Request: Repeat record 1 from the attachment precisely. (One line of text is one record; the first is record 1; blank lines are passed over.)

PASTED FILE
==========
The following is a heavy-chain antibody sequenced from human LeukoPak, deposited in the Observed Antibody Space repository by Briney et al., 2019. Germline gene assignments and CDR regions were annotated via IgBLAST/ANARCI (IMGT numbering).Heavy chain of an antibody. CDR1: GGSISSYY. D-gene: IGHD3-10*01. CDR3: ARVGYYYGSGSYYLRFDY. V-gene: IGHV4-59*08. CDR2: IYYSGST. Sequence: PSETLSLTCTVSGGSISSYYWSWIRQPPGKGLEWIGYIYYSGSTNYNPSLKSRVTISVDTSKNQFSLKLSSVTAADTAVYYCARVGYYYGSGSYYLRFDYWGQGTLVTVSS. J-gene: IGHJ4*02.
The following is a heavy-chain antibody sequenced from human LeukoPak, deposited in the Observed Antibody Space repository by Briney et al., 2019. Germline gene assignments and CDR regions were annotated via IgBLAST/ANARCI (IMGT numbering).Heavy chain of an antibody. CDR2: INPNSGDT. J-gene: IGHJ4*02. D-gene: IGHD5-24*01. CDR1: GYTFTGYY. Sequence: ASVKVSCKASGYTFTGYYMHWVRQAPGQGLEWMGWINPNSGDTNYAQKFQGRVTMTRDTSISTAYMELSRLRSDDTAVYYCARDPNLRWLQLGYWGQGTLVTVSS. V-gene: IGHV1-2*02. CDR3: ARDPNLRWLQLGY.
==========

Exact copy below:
The following is a heavy-chain antibody sequenced from human LeukoPak, deposited in the Observed Antibody Space repository by Briney et al., 2019. Germline gene assignments and CDR regions were annotated via IgBLAST/ANARCI (IMGT numbering).Heavy chain of an antibody. CDR1: GGSISSYY. D-gene: IGHD3-10*01. CDR3: ARVGYYYGSGSYYLRFDY. V-gene: IGHV4-59*08. CDR2: IYYSGST. Sequence: PSETLSLTCTVSGGSISSYYWSWIRQPPGKGLEWIGYIYYSGSTNYNPSLKSRVTISVDTSKNQFSLKLSSVTAADTAVYYCARVGYYYGSGSYYLRFDYWGQGTLVTVSS. J-gene: IGHJ4*02.